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Russia was hit in 2014 by the one-two punch of falling oil prices and Western sanctions imposed over its annexation of the Crimea peninsula from Ukraine. Adding to the pain of cheaper oil, the Russian rouble fell sharply, but the economic weakness has helped the central bank bring inflation to record lows and Russia recently saw its credit rating upgraded out of the junk category, thanks to Putin’s tight budget policies.

Putin’s economic woes may not hamper his global reach in trying to re-establish Russia’s old glories and he has been a master tactician, knowing when to play his cards.

Geopolitical surprises

He’s shown he can pull off major geopolitical surprises such as the alleged meddling in the 2016 US presidential election or the 2015 military operation in Syria, both done without great expense but at the same time ensuring that Russia has new found allies in doing so like Turkey in Syria and with the EU signatories to the Iranian nuclear deal.

Putin now faces a Western world on guard for his next moves led by the UK’s Prime Minister Theresa May who seems to have been politically energised by taking a tough anti-Russian line following the attempted assassination of former Russian double agents or the bizarre deaths of Russian business exiles.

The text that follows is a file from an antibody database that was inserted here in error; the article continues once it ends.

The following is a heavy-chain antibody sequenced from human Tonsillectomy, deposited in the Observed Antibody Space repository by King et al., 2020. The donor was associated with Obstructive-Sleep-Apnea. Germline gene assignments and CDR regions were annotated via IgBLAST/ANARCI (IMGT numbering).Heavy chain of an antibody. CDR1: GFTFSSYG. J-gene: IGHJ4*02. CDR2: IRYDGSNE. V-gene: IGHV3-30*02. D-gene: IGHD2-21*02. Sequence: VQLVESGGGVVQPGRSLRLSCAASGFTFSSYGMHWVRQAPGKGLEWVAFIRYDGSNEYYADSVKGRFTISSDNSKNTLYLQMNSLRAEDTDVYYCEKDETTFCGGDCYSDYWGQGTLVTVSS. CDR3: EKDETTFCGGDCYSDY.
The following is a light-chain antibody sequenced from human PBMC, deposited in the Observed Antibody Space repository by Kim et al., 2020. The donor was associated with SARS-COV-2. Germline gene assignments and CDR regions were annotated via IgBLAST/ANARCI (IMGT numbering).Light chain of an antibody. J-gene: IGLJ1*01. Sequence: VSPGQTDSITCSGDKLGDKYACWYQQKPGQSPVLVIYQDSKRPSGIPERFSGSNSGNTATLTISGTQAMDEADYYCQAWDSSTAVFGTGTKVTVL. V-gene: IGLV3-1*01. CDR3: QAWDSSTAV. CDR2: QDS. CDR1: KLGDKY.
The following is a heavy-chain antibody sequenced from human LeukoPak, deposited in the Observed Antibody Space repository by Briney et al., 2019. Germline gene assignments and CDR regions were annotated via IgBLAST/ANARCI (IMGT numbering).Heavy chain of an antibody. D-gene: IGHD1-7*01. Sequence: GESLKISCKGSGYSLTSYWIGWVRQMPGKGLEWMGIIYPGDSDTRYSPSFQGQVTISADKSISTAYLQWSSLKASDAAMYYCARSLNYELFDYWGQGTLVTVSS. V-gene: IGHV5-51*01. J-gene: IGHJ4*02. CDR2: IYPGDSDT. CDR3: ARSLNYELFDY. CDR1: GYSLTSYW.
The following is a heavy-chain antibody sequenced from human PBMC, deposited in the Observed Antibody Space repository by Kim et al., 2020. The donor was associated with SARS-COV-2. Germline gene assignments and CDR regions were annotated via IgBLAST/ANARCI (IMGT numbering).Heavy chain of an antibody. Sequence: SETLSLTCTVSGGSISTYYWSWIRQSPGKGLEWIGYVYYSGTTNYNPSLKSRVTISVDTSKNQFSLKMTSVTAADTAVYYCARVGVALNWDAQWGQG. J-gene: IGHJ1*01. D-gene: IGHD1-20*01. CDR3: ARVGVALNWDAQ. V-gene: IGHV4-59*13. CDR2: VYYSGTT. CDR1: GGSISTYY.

For the Gulf oil producers, the pact with Russia to curb production to prop up oil prices has established a mutually beneficial economic relationship when both sides needed it as falling oil prices to under $ 30 per barrel in 205 put fiscal strain on oil economies, with large depleting rates of their foreign exchange reserves and introduced austerity measures.

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Diversification of resource based economies became more problematic, but the 2016 OPEC and non-OPEC agreement gave these economies a boost . There is now a new sense of optimism that the additional oil revenues can be channelled to domestic job generating ventures as well as higher yielding international investments. The additional revenues also allow the Gulf countries to play a more assertive foreign policy role to protect their national interests abroad.

The current OPEC plus agreement is due to expire at the end of 2018 and there is now much speculation on whether Russia, following Putin’s re-election, will be tempted to continue with the pact in 2019 or agree to a new form of mechanism to avoid oil prices collapsing.

This implies that Gulf-Russian cooperation, at least in the vital energy sector, will still continue in one form or another. Maybe there are more surprises in store if and when President Putin takes up on the invitation to make an official visit to Saudi Arabia given the new personal bond established between him and Crown Prince Mohammed bin Salman which made the current OPEC plus pact possible over objections from the Russian part privatized national oil companies.
Dr. Mohamed Ramady is an energy economist and geo-political expert on the GCC, former Professor at King Fahd University of Petroleum and Minerals, Dhahran, Saudi Arabia, and co-author of ‘OPEC in a Post-Shale World – where to next?’. His latest book is on ‘Saudi Aramco 2030: Post IPO challenges’.